PLAYING BY THE RULES
Every year more than 1.5 million vehicles in the UK become waste. Collecting, storing, treating and disposing of End-of-Life Vehicles (ELVs) incorrectly can pollute the environment. It's for this reason that ELVs are classed as hazardous or special waste until they have had their dangerous chemicals and substances removed. This Vehicle Depollution process is regulated to limit environmental impact of End-of-Life vehicles by:
reducing the amount of waste created when a vehicle reaches the end of its life;
ensuring that any environmental or health hazards are appropriately removed, recovered, stored and reprocessed.
WHAT DOES THE LEGISLATION PROVIDE?
Legislation to limit the impact of ELVs on the environment aims to:
influence the design of vehicles to make them and their components easier to recycle;
reduce the use of certain hazardous materials in vehicle manufacture to enable safer and easier disposal of waste from ELVs;
standardise requirements to ensure that sites storing or treating ELVs have a permit, and are operating suitably to prevent pollution;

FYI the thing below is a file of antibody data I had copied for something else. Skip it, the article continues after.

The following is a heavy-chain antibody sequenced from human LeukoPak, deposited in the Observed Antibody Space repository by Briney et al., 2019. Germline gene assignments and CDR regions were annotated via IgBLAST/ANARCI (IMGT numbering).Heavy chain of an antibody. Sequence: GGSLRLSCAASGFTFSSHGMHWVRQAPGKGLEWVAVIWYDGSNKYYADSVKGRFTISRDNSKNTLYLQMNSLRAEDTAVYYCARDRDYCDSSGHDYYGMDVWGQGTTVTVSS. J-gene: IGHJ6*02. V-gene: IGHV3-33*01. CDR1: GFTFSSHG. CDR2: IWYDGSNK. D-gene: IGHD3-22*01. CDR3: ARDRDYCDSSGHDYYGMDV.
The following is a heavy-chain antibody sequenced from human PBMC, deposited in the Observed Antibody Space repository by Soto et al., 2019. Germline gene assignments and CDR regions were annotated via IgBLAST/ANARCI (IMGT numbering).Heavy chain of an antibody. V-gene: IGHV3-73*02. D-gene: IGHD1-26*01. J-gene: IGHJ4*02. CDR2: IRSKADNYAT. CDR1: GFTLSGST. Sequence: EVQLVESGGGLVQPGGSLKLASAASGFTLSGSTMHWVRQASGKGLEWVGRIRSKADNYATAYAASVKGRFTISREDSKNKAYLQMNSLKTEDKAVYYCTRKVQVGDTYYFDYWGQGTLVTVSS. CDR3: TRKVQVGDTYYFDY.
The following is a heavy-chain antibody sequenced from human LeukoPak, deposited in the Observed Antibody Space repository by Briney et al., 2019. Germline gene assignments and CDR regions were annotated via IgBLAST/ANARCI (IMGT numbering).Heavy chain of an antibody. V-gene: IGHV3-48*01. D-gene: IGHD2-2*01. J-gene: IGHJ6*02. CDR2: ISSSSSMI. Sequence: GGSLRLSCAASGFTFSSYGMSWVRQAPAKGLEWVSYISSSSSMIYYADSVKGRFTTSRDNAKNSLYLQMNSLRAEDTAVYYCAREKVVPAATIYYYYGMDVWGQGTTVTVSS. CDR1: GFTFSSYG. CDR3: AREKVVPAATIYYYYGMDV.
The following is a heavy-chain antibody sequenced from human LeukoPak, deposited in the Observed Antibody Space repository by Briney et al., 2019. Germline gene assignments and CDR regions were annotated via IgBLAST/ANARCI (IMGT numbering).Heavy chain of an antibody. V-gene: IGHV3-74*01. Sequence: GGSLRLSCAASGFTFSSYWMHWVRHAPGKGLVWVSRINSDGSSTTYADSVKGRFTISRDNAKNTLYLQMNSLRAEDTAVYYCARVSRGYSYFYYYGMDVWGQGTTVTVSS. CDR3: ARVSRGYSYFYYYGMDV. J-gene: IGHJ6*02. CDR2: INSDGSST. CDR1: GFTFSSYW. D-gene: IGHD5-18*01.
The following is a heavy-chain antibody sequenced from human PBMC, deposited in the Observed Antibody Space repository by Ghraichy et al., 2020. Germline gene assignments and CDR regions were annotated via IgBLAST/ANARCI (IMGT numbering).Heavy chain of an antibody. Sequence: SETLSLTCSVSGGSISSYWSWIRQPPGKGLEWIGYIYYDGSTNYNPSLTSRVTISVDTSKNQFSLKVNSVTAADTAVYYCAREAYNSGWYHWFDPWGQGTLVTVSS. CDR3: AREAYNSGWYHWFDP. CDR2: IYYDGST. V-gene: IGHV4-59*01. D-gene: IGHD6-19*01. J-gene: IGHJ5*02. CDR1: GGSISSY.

increase the amount of material recycled from waste vehicles, and reduce the level of waste going to landfill.
The End-of-Life Vehicles Regulations 2003, and the End-of-Life Vehicles (Producer Responsibility) Regulations 2005, are the underpinning legislations for ELV depollution across the UK and Europe.
Vehicles are regulated to limit the environmental impact of their disposal through various measures encouraging the recovery, reuse and recycling of metals, plastics and rubber.
The regulations cover all cars (up to 9 seats) and small vans (up to 3.5 tonnes), including components made for them.
DEPOLLUTION AND DISMANTLING
In the UK the dismantling and depollution of ELVs must only be carried out at Authorised Treatment Facilities (ATFs) who meet relevant standards in relation to the:
storage and treatment of ELVs;
removal of hazardous liquids and components from ELVs (depollution);
reuse, recycling or disposal of parts.
ATFs issue certificates of destruction to confirm that each individual ELV has been processed in accordance with the regulations, at which point they are deregistered by the Driver and Vehicle Licensing Agency.
Responsibility for enforcing regulations n the UK is shared by the Department for the Environment, Food and Rural Affairs (DEFRA) and the Office for Product Safety and Standards (OPSS).
In addition, the four geographic environment agencies enforce regulations at ATFs where ELVs are dismantled. ATFs operate under an Environmental Permit in England and Wales, or Waste Management Licence in Northern Ireland and Scotland.